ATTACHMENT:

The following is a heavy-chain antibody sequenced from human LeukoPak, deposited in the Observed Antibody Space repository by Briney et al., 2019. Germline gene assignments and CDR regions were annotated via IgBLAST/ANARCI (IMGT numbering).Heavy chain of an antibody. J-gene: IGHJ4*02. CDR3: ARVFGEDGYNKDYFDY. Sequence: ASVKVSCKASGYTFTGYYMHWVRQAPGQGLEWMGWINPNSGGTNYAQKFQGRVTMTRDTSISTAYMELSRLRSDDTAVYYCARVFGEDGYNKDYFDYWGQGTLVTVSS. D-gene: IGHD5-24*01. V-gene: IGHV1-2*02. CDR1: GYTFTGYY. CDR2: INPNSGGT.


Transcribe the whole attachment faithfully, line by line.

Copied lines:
The following is a heavy-chain antibody sequenced from human LeukoPak, deposited in the Observed Antibody Space repository by Briney et al., 2019. Germline gene assignments and CDR regions were annotated via IgBLAST/ANARCI (IMGT numbering).Heavy chain of an antibody. J-gene: IGHJ4*02. CDR3: ARVFGEDGYNKDYFDY. Sequence: ASVKVSCKASGYTFTGYYMHWVRQAPGQGLEWMGWINPNSGGTNYAQKFQGRVTMTRDTSISTAYMELSRLRSDDTAVYYCARVFGEDGYNKDYFDYWGQGTLVTVSS. D-gene: IGHD5-24*01. V-gene: IGHV1-2*02. CDR1: GYTFTGYY. CDR2: INPNSGGT.